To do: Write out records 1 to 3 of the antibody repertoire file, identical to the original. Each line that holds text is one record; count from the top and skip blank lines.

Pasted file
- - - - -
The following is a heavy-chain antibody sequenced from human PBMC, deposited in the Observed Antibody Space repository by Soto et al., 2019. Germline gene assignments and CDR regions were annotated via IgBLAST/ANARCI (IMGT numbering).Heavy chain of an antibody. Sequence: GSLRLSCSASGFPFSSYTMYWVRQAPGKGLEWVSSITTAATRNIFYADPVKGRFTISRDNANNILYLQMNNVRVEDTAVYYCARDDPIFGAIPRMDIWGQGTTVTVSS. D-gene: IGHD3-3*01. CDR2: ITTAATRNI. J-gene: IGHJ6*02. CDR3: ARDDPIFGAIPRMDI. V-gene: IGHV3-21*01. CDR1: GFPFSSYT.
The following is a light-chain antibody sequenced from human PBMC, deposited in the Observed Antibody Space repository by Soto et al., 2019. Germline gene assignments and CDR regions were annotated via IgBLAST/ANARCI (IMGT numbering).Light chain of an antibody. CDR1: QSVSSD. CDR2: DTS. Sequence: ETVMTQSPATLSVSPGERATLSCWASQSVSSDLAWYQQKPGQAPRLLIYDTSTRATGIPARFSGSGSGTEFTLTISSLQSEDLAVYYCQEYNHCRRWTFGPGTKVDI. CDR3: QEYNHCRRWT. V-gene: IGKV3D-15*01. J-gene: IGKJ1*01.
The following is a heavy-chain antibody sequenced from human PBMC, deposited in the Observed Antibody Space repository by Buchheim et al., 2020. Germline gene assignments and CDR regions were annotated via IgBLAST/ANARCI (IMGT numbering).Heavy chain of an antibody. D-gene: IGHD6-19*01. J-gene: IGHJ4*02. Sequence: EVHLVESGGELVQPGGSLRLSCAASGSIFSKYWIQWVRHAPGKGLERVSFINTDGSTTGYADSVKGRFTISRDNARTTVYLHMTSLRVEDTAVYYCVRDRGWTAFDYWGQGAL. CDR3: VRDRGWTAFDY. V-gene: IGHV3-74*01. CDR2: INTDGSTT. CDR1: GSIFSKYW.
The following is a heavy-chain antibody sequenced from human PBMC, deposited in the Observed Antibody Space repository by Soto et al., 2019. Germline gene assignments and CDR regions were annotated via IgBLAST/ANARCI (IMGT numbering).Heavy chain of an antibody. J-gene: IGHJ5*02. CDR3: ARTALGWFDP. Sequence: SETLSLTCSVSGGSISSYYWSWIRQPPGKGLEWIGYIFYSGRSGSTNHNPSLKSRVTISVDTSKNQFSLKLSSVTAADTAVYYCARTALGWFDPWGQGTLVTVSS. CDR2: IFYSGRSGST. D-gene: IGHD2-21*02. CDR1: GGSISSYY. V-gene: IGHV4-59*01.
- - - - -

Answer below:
The following is a heavy-chain antibody sequenced from human PBMC, deposited in the Observed Antibody Space repository by Soto et al., 2019. Germline gene assignments and CDR regions were annotated via IgBLAST/ANARCI (IMGT numbering).Heavy chain of an antibody. Sequence: GSLRLSCSASGFPFSSYTMYWVRQAPGKGLEWVSSITTAATRNIFYADPVKGRFTISRDNANNILYLQMNNVRVEDTAVYYCARDDPIFGAIPRMDIWGQGTTVTVSS. D-gene: IGHD3-3*01. CDR2: ITTAATRNI. J-gene: IGHJ6*02. CDR3: ARDDPIFGAIPRMDI. V-gene: IGHV3-21*01. CDR1: GFPFSSYT.
The following is a light-chain antibody sequenced from human PBMC, deposited in the Observed Antibody Space repository by Soto et al., 2019. Germline gene assignments and CDR regions were annotated via IgBLAST/ANARCI (IMGT numbering).Light chain of an antibody. CDR1: QSVSSD. CDR2: DTS. Sequence: ETVMTQSPATLSVSPGERATLSCWASQSVSSDLAWYQQKPGQAPRLLIYDTSTRATGIPARFSGSGSGTEFTLTISSLQSEDLAVYYCQEYNHCRRWTFGPGTKVDI. CDR3: QEYNHCRRWT. V-gene: IGKV3D-15*01. J-gene: IGKJ1*01.
The following is a heavy-chain antibody sequenced from human PBMC, deposited in the Observed Antibody Space repository by Buchheim et al., 2020. Germline gene assignments and CDR regions were annotated via IgBLAST/ANARCI (IMGT numbering).Heavy chain of an antibody. D-gene: IGHD6-19*01. J-gene: IGHJ4*02. Sequence: EVHLVESGGELVQPGGSLRLSCAASGSIFSKYWIQWVRHAPGKGLERVSFINTDGSTTGYADSVKGRFTISRDNARTTVYLHMTSLRVEDTAVYYCVRDRGWTAFDYWGQGAL. CDR3: VRDRGWTAFDY. V-gene: IGHV3-74*01. CDR2: INTDGSTT. CDR1: GSIFSKYW.